The instance is part of the accompanying actions implemented by the Comprehensive Support Plan, focused on providing guidance to the teachers of the house studies, on inclusion.
Three major themes were discussed in the workshop aimed at teachers of the Pedagogy in Mathematics and Physics, with the aim of addressing those needs presented by the students who make up the Comprehensive Support Plan. On this occasion, they reflected on autism spectrum disorder, visual impairment, and seizure crises.
In the first instance, Dr. Carolina Mondaca (Department of Health ULS) talked about the main guidelines to know how to act in the event that a student presents a seizure crisis. “Epilepsy is generally found among the causes of seizures, but it is not the only one, since it can also originate as a result of acute diseases, such as meningitis; drug or alcohol poisoning; trauma generated in the skull area; biochemical disorders, such as type 1 diabetes; or high fevers ”, she explained.
Regarding seizures caused by epilepsy, the professional pointed out that there are several types, which can be differentiated by observing the stereotyped movements manifested by the student. They can be defined according to seizure status, that is, a person who has a crisis for more than 30 minutes or repeated seizures without regaining consciousness, these necessarily require specialized equipment immediately. Likewise, those crises classified as complex partials, in which the person cannot control the movements, also require urgent medical management.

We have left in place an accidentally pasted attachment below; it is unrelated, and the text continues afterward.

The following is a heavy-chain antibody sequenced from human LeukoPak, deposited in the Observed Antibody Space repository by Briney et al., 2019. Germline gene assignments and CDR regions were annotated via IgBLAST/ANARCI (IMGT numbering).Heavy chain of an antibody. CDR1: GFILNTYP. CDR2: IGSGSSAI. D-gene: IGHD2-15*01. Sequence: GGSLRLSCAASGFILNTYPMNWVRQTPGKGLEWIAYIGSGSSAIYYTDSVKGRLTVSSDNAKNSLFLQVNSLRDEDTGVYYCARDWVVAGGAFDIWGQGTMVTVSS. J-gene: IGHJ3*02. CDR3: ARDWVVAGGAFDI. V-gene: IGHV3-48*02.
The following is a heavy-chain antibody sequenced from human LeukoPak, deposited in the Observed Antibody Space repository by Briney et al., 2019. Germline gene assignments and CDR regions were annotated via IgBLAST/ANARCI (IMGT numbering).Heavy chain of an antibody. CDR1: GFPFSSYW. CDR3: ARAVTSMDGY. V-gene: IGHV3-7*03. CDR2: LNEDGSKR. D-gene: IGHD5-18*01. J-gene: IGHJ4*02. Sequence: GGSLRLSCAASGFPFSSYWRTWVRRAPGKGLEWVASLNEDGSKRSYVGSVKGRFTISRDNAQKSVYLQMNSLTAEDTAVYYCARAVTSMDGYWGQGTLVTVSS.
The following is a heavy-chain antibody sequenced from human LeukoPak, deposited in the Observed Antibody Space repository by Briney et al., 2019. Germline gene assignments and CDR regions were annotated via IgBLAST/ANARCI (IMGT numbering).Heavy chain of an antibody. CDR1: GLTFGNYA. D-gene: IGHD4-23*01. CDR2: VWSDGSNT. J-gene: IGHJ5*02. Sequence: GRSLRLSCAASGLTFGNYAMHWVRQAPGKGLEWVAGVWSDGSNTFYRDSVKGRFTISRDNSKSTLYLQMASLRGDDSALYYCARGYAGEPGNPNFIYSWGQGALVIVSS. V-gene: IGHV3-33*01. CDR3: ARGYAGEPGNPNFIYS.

“If they come to face a seizure, they always have to keep the person on one side so that the fluids are passively evacuated from the mouth; as they are stiff, all tight clothing must be released so that the body can breathe from the seizure; they must clear any dangerous object from the area; no object should be put into her mouth or given liquids; they must not be restrained or immobilized, they must be allowed to have a seizure, because they can cause damage at the muscular level; it must be kept close to the person, soften surfaces or put them on the legs; and after the crisis the person should be allowed to rest. It is advisable to take the time from the start of the seizure, as this information is important for the medical team, "he said.
Lastly, it unveiled the acronym "AVDI," which can help teachers or staff recognize when urgent medical assistance is required. “A, means that the patient is alert and can answer questions spontaneously, smoothly and lucidly; the V implies that it responds only to verbal stimuli, and they remain in a state between asleep and conscious; These two cases are manageable within the classroom. The acronym D means that it responds only to painful stimuli; and the I is that he is unconscious; therefore, you need to ask for help. ”
Guidance for students with visual impairment